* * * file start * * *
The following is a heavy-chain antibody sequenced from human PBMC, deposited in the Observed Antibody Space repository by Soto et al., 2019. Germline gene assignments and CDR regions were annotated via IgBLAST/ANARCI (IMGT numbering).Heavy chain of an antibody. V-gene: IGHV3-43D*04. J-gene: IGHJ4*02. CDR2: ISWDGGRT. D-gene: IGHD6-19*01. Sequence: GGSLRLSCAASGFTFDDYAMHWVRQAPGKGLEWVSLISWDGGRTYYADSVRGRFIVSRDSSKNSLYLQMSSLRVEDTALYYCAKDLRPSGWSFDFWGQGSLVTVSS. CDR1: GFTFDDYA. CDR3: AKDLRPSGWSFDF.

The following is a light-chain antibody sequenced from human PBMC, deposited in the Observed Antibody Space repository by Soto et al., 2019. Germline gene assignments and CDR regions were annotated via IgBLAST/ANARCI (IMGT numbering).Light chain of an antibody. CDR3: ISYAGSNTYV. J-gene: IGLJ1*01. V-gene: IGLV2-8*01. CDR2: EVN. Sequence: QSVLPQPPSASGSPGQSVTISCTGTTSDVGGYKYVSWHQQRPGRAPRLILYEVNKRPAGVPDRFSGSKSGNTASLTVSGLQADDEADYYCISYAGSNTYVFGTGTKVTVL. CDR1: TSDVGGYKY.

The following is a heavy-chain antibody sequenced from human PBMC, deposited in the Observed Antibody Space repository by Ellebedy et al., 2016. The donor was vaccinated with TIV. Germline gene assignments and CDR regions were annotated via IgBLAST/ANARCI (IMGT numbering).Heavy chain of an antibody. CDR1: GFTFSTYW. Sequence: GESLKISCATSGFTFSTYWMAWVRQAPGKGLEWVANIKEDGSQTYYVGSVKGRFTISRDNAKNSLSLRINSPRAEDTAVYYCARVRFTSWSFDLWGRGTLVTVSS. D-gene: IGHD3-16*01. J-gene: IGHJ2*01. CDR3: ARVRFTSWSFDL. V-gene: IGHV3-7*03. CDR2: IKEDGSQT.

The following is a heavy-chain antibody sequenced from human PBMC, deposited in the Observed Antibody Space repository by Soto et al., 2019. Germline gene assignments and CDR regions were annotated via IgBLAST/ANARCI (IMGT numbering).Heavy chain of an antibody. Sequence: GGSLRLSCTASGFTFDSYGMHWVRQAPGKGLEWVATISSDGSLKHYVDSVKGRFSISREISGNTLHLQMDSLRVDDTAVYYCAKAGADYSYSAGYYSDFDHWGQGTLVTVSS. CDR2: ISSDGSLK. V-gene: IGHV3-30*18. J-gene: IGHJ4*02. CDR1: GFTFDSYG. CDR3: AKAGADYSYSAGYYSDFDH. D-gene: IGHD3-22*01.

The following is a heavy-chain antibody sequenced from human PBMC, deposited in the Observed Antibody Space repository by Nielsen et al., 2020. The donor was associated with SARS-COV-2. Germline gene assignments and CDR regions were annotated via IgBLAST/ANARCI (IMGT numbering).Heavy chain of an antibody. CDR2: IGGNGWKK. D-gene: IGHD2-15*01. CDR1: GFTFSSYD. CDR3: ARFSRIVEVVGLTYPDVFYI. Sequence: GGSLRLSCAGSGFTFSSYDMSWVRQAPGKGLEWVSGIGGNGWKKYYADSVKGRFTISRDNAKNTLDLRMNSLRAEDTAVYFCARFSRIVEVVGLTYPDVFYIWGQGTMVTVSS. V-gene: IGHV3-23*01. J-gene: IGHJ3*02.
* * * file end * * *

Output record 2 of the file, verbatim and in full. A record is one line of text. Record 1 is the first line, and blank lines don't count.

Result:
The following is a light-chain antibody sequenced from human PBMC, deposited in the Observed Antibody Space repository by Soto et al., 2019. Germline gene assignments and CDR regions were annotated via IgBLAST/ANARCI (IMGT numbering).Light chain of an antibody. CDR3: ISYAGSNTYV. J-gene: IGLJ1*01. V-gene: IGLV2-8*01. CDR2: EVN. Sequence: QSVLPQPPSASGSPGQSVTISCTGTTSDVGGYKYVSWHQQRPGRAPRLILYEVNKRPAGVPDRFSGSKSGNTASLTVSGLQADDEADYYCISYAGSNTYVFGTGTKVTVL. CDR1: TSDVGGYKY.